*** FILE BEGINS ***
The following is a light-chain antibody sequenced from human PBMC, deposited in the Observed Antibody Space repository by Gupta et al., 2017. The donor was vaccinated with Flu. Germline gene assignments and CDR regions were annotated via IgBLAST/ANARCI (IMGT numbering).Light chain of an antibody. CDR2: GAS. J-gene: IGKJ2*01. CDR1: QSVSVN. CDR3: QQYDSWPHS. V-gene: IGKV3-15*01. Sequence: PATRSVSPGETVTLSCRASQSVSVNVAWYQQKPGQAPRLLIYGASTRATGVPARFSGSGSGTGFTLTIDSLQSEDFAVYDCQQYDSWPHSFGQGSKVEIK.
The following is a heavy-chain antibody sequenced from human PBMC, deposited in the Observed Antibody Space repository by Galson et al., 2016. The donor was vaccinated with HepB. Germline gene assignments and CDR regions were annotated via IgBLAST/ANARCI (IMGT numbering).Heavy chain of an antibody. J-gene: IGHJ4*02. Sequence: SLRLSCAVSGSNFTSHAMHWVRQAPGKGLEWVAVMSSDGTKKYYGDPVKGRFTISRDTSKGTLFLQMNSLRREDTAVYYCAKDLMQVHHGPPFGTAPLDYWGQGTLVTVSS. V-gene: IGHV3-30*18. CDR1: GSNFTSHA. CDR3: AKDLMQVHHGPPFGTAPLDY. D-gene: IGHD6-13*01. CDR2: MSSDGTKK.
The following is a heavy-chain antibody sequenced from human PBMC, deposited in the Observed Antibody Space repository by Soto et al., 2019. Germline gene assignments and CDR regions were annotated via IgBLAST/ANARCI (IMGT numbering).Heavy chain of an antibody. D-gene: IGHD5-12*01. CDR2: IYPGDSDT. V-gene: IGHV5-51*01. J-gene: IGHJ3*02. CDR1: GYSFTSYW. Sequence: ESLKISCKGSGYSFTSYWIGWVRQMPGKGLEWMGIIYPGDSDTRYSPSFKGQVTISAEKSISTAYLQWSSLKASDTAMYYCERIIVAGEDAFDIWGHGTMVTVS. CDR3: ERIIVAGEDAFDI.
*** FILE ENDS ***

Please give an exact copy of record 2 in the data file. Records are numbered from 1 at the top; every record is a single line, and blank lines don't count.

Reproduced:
The following is a heavy-chain antibody sequenced from human PBMC, deposited in the Observed Antibody Space repository by Galson et al., 2016. The donor was vaccinated with HepB. Germline gene assignments and CDR regions were annotated via IgBLAST/ANARCI (IMGT numbering).Heavy chain of an antibody. J-gene: IGHJ4*02. Sequence: SLRLSCAVSGSNFTSHAMHWVRQAPGKGLEWVAVMSSDGTKKYYGDPVKGRFTISRDTSKGTLFLQMNSLRREDTAVYYCAKDLMQVHHGPPFGTAPLDYWGQGTLVTVSS. V-gene: IGHV3-30*18. CDR1: GSNFTSHA. CDR3: AKDLMQVHHGPPFGTAPLDY. D-gene: IGHD6-13*01. CDR2: MSSDGTKK.